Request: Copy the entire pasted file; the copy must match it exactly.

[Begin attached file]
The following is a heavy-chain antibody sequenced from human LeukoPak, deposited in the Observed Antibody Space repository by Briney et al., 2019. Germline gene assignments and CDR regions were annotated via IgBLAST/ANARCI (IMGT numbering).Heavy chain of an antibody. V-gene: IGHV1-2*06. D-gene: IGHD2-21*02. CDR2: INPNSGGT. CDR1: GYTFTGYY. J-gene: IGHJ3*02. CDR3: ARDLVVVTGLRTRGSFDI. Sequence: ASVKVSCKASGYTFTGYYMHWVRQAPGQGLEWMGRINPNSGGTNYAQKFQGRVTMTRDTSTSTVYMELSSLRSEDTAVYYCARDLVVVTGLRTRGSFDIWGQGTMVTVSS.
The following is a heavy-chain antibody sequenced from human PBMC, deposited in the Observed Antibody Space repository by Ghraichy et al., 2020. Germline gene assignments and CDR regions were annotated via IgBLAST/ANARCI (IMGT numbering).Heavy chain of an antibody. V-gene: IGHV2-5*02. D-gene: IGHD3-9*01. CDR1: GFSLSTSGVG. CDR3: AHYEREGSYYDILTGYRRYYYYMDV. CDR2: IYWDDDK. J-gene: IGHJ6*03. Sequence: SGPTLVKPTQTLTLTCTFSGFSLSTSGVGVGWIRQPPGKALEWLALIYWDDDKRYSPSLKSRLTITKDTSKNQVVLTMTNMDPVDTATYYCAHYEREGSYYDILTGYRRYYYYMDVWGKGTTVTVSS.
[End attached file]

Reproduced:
The following is a heavy-chain antibody sequenced from human LeukoPak, deposited in the Observed Antibody Space repository by Briney et al., 2019. Germline gene assignments and CDR regions were annotated via IgBLAST/ANARCI (IMGT numbering).Heavy chain of an antibody. V-gene: IGHV1-2*06. D-gene: IGHD2-21*02. CDR2: INPNSGGT. CDR1: GYTFTGYY. J-gene: IGHJ3*02. CDR3: ARDLVVVTGLRTRGSFDI. Sequence: ASVKVSCKASGYTFTGYYMHWVRQAPGQGLEWMGRINPNSGGTNYAQKFQGRVTMTRDTSTSTVYMELSSLRSEDTAVYYCARDLVVVTGLRTRGSFDIWGQGTMVTVSS.
The following is a heavy-chain antibody sequenced from human PBMC, deposited in the Observed Antibody Space repository by Ghraichy et al., 2020. Germline gene assignments and CDR regions were annotated via IgBLAST/ANARCI (IMGT numbering).Heavy chain of an antibody. V-gene: IGHV2-5*02. D-gene: IGHD3-9*01. CDR1: GFSLSTSGVG. CDR3: AHYEREGSYYDILTGYRRYYYYMDV. CDR2: IYWDDDK. J-gene: IGHJ6*03. Sequence: SGPTLVKPTQTLTLTCTFSGFSLSTSGVGVGWIRQPPGKALEWLALIYWDDDKRYSPSLKSRLTITKDTSKNQVVLTMTNMDPVDTATYYCAHYEREGSYYDILTGYRRYYYYMDVWGKGTTVTVSS.